With winter temperatures lower than minus 30 degrees Celsius and no electricity or heating during the second winter of the Siege of Leningrad, the orchestra’s pianist Alexander Kamensky kept his hands warm by placing two scorching bricks on both sides of the instrument to radiate some heat. Eliasberg was so weak he was driven to rehearsals on a sledge.
The Leningrad Bolshoi Symphony Orchestra gave 300 performances during the nearly 900 days of the siege, but the performance of Shostakovich’s Seventh Symphony was special.
Many Leningraders who didn’t have a radio at home would gather on the streets to listen to orchestral music coming from the loudspeakers. It was an opportunity to rise above physical weakness, fear and starvation.
The book is primarily aimed at culture vultures, barely touching upon mundane matters such as the local political hierarchy, gastronomy or sports.
Instead, we find the legendary Russian ballerina Anna Pavlova describing her studies at the Imperial Ballet School.
“I learnt my art under as nearly perfect conditions as one ever found on this earth,” reads the ballerina’s story, originally published in the U.S. in “The Lady’s Home Journal” in September 1924. “The Russian ballet owes its subtle perfection of detail, its greatness … to the fact that it is made up of dancers who from the day they went to live in the dormitories of the Imperial School saw nothing — were surrounded by nothing — but beauty — beauty — and the highest standards physically, mentally, morally and spiritually.”
Another renowned Russian ballerina, Tamara Karsavina, remembers on these pages a precious tradition that still exists today, that of the finest pupils of the Vaganova Ballet Academy — the former Imperial School — being allowed to dance on the venerable stage of the Court Theater at the Hermitage. On each such occasion, one member or another of the Imperial Family would come to have supper with the artists — the part that nobody wanted to miss!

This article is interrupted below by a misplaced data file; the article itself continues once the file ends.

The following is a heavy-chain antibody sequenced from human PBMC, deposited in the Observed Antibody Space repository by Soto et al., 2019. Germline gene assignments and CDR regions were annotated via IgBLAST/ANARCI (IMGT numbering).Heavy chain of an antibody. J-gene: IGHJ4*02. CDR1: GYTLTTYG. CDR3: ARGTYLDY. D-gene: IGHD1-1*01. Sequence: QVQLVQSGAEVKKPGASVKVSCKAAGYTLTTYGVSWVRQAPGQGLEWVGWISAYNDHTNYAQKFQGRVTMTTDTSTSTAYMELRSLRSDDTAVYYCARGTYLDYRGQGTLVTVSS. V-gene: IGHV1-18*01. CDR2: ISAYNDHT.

In one of the more recently written travel features, the U.K. journalist Miranda Sawyer delivers a bitter and rather sarcastic account of her observations of apparently overdressed modern Russian women, whom the author slags down as “Swarowski-studded glamazons” and “stout grumpy lady trolls.”
“Today’s Russian woman is tall and gorgeous and dressed like a Selfridges Christmas tree,” Sawyer wrote in her piece “Back in the U.S.S.R.,” originally published in British newspaper The Observer in 2011. “There is no part of her clothing that is plain: Everything is stonewashed, or appliqued, or has diamante dangly bits, or is made out of actual leopard. Heels are killer. Make-up can be viewed at a hundred paces. Our trousers — and us — are just too dull.”
One would bet that Tim Stanley saw a rather different Russian female crowd in the new St. Petersburg art galleries that he describes with enthusiasm and admiration in his essay, discussing the “sudden northern Renaissance.” It is not dress sense that Stanley examines but rather the phenomenon of the appearance of a whole array of wonderful new museums of the caliber of the New Museum and Erarta Museum of Contemporary Art.
As for the appearance of the city and its residents, the male opinion that can be found in the book is much more delightful to hear. As Viv Groskov of the British Airways “High Life” magazine puts it, “St. Petersburg is seductive, charming, and a little eccentric.” Most locals, regardless of their sex, age, occupation and social status, could not agree more.
“City-Pick St. Petersburg” is published in English by Oxygen Books, 272 pages, and is on sale for around $16.